An avid reader as a child, the moment MacGowan decided to channel his vast energies into music came when he left detox aged 17. "It was like fate," he says. "The first thing I saw when I came out of the madhouse was the Sex Pistols, a bunch of people who looked like they ought to be in a loony bin." He became Shane O'Hooligan, living the punk dream and fronting first The Nipple Erectors and then the Millwall Chainsaw.
When his third incarnation, The Nips, failed despite the patronage of The Jam's Paul Weller, he decided to shake up the world of Irish folk music instead and launched Poguemahone ("kiss my arse" in gaelic), soon shortened to The Pogues. A six-piece band, the aim was to fuse the energy of punk with the story-telling qualities of traditional Irish folk, a strange aspiration given that MacGowan was the only Irishman in the original group.
Even then that was debatable. MacGowan was born in Tunbridge Wells and although he returned to Tipperary at three months, by the age of six he was back in England and has been there ever since; his accent is more Islington than Dublin. His feelings on his adopted homeland are hardly ambivalent or charitable. "I'm completely Irish," he said before dismissing England as "a miserable, stinking, boring, stupid, useless waste of a time".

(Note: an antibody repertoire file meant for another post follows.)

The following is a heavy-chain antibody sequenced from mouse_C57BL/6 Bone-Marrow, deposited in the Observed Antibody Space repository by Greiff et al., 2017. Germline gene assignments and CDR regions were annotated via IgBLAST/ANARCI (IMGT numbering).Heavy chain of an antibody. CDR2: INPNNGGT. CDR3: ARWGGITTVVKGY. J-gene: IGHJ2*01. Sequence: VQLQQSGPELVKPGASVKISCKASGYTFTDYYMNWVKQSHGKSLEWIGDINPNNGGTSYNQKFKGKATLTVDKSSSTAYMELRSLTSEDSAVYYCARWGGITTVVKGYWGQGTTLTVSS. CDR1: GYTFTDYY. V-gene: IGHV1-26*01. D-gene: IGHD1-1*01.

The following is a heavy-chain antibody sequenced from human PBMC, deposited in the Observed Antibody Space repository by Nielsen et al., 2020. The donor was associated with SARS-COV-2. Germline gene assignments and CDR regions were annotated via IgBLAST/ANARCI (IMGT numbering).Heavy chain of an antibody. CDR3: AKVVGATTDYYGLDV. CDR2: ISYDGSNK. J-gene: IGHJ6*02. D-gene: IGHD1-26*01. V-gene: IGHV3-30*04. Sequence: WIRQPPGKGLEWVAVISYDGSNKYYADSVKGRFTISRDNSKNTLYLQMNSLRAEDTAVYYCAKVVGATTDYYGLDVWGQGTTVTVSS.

Yet even enmity is beginning to wane. MacGowan remains convinced he's an irredeemable nihilist, but there are signs he's mellowing. He has moved back to Tipperary and is engaged to long-term girlfriend Victoria Clarke after her dalliance with Van Morrison. He has even owned up to having a son in Scotland.
A shortage of money means that he is back with the Pogues again, but this time around, three of the band are tee-total, their touring schedule is no longer punishing and Clarke says that MacGowan can sometimes go two or three days without touching a drop. Can it be that the last really wild man of music is finally settling down?
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MacGowan got into the elite Westminster public school on a music scholarship in 1971 before being thrown out after being caught with drugs. Fellow former pupils include Martin Amis, Sir Peter Ustinov and politicians Nigel Lawson, Tony Benn and new Lib Dem leader Nick Clegg.
His first burst of tabloid fame came in 1976 when his earlobe was bitten by a girl he had been kissing at a Clash concert. A picture of him covered in blood appeared with the headline "Cannibalism At Clash Gig".
Joe Strummer later described MacGowan as "one of the best writers of the century".
On his drinking, MacGowan says booze "gets rid of your inhibitions so you can concentrate on the music; it stimulates the creative forces."
He appeared on the BBC Children in Need single 'Perfect Day' and has dueted with Sinιad O'Connor, inset, Nick Cave and The Jesus and Mary Chain.